Mr. Soley

With respect to my hon. Friend, I said that 17 July was a nonsense date.

Mr. Prentice

Forgive me, I am confusing my hon. Friend with another hon. Member—I shall call him my hon. Friend on the Public Administration Committee—the hon. Member for Chipping Barnet (Sir Sydney Chapman). He said, I think, that it should be possible to bring forward options at an early date.

Sir Sydney Chapman

I said that I went along with the consensus of the Committee in specifying the date of 17 July, but I personally would have preferred to submit a report by the end of the Session—say, by the end of October.

Mr. Prentice

I have got it all seriously wrong. Clearly, I am speaking of what I want to happen. This is a kind of Vulcan mind meld. I do not know whether we are all Trekkies, but some of us are.

Mr. Deputy Speaker (Sir Alan Haselhurst)

Order. May I suggest to the hon. Gentleman that he would help himself by talking about what he wants, rather than recapitulating what other hon. Members have been saying?

Mr. Prentice

It should be possible to bring forward proposals by the end of July. I have no doubt about that. Anyone who reads the Public Administration Committee report would be convinced that it is possible to find a consensus where, perhaps, it was thought previously that none existed.

That is the case in the report from the Select Committee. My hon. Friend the Member for Cannock Chase reminded the House that we started to take evidence in December and I think that we produced our report on 14 February. No doubt I will be corrected if I am wrong. The Select Committee encompassed a range of views, but we settled on a recommendation of 60 per cent. directly elected. We thought in our wisdom that that would find favour with the Government, although we state in the report: Had we started with a clean slate…the majority preference on the Committee would have been for a wholly elected and much smaller second chamber", which is my preference.

I have no problems with the membership of the Joint Committee. I agree with my right hon. Friend the Leader of the House that its members are all distinguished and of great standing. However, we need to consider how the members of Joint Committees are selected in future. I had not realised, until my hon. Friend the Member for Ealing, Acton and Shepherd's Bush told the House, that he had applied. I made a very public application last Thursday to my right hon. Friend the Leader of the House, and I thought that he was seriously considering it, but there we are.

Finally, I return to the matter that I touched on earlier—the centre of gravity. I do not want people from the other end inventing their own centre of gravity. I want them to look at the evidence. The Conservative party's position is that 80 per cent. should be elected and 20 per cent. indirectly elected or nominated. The Liberal party's position is that 80 per cent. should be elected, and 20 per cent. nominated. The Public Administration Committee recommended that 60 per cent. should be elected.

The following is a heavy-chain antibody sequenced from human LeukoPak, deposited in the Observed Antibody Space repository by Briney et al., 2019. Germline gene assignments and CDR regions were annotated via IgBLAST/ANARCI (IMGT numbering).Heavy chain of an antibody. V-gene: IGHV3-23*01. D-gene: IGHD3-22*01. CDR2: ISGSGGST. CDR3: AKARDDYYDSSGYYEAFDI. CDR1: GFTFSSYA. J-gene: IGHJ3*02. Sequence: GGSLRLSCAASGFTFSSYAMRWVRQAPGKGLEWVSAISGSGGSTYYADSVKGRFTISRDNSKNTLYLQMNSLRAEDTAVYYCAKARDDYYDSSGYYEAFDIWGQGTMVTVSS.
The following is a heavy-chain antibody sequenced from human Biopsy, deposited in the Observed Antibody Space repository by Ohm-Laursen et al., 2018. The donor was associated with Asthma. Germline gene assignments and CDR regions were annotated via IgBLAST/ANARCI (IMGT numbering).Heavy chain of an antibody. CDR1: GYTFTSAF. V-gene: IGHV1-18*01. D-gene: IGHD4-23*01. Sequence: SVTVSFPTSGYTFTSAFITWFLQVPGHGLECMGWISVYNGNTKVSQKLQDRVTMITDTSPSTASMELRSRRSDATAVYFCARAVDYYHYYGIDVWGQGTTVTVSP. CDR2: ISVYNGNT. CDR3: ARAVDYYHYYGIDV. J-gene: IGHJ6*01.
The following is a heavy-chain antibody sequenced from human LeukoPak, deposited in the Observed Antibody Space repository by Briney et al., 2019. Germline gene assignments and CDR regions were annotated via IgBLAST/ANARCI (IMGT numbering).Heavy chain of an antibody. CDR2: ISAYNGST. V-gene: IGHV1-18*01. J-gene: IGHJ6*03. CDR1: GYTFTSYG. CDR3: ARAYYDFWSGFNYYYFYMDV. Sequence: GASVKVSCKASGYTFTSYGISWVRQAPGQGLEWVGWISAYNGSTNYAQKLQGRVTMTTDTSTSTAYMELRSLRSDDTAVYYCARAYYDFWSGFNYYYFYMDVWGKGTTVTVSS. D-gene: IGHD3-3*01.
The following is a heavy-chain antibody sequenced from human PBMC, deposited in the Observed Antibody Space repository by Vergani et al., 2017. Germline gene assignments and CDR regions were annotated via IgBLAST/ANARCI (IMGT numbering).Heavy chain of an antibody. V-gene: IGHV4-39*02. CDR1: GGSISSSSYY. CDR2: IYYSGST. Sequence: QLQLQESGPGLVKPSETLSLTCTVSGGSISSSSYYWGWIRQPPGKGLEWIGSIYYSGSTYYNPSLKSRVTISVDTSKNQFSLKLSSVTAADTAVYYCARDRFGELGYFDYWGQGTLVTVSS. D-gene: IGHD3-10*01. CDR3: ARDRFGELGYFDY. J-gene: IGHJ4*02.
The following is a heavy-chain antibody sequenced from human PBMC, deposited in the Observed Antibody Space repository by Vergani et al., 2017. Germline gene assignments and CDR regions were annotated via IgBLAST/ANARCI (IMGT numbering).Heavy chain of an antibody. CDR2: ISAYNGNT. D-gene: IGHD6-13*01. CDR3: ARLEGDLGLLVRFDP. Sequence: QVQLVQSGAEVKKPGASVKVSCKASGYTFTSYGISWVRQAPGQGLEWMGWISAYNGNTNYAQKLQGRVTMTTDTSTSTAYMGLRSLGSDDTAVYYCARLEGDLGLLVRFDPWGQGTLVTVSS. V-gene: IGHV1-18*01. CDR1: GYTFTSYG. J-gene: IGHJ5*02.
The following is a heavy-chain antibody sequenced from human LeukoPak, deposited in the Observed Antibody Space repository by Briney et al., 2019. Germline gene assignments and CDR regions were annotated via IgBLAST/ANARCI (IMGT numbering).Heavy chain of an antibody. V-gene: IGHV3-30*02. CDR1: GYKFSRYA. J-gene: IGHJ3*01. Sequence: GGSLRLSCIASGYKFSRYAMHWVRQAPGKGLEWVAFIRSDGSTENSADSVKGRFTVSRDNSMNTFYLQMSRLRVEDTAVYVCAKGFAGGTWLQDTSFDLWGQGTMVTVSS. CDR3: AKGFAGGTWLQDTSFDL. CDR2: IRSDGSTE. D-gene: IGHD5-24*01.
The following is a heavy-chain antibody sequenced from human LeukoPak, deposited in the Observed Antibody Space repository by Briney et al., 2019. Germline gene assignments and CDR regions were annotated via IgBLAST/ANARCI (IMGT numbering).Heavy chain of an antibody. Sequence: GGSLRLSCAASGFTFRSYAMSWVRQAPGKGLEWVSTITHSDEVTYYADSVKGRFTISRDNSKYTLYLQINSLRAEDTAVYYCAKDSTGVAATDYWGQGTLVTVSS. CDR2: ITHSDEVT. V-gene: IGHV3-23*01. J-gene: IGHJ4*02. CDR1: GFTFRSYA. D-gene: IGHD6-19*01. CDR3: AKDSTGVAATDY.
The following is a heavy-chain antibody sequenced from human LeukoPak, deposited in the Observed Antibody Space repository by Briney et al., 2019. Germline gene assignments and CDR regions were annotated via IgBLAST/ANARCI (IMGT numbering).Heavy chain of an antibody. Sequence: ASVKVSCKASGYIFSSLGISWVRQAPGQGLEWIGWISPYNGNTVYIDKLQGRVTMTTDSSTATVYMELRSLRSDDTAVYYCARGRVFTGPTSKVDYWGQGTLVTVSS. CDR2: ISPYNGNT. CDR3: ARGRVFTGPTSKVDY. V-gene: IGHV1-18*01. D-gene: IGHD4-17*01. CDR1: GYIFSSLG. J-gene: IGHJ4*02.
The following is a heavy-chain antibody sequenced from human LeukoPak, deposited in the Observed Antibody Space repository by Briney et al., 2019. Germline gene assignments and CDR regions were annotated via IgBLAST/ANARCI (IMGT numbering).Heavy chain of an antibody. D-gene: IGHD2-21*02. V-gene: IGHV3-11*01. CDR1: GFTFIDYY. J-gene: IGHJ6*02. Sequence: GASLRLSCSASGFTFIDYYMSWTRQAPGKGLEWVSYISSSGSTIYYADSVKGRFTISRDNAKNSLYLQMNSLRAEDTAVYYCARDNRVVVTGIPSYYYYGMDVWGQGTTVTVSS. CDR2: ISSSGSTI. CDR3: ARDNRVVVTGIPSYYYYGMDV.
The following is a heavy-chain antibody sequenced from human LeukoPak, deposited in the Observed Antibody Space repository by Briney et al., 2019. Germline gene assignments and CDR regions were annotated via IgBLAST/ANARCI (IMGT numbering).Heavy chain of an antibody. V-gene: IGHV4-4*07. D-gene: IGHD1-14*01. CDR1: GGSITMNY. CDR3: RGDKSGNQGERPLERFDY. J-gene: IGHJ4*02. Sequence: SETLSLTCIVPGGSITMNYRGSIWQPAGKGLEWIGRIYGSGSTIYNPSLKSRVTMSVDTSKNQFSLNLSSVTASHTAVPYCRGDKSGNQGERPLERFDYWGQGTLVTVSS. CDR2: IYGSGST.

Perhaps I was expecting too much of the Joint Committee in hoping that it could meet during the summer. Having listened to my right hon. Friend the Leader of the House, I believe that a realistic deadline for a final report would be the turn of the year, so that legislation can be introduced. I hope that the House will endorse that approach.

8.38 pm
Mr. Simon Thomas (Ceredigion)

The only issue that I agree with so far is that we are discussing a key constitutional matter that needs to be settled. As the hon. Member for Ealing, Acton and Shepherd's Bush (Mr. Soley) said, reform of the House of Lords is essential because the present situation is untenable. The Government have interfered with processes in the other place and they now have to finish the job. That should be a matter for Members of this place rather than for the Government. The Government have failed miserably to take Back-Bench Labour Members with them, let alone the rest of the House.

Unless one is a member of one of the three largest parties in the House, the motion is entirely unacceptable. It contains no recognition of the minority parties in the House. The Leader of the House danced on the end of a pin to justify the motion in terms of logistics and statistics. He ignored the fact that there will be a Committee of 24, a number that would legitimately require a minority party member to be on it. He said that 12 members will be nominated by the House, and only the 12 will count. By that logic, no Joint Committee will ever have a minority party Member on it. We will never count in those terms. That is unacceptable for Members of minority parties, and I suggest that it should be unacceptable for anyone who takes the Chamber seriously and for the process of democracy.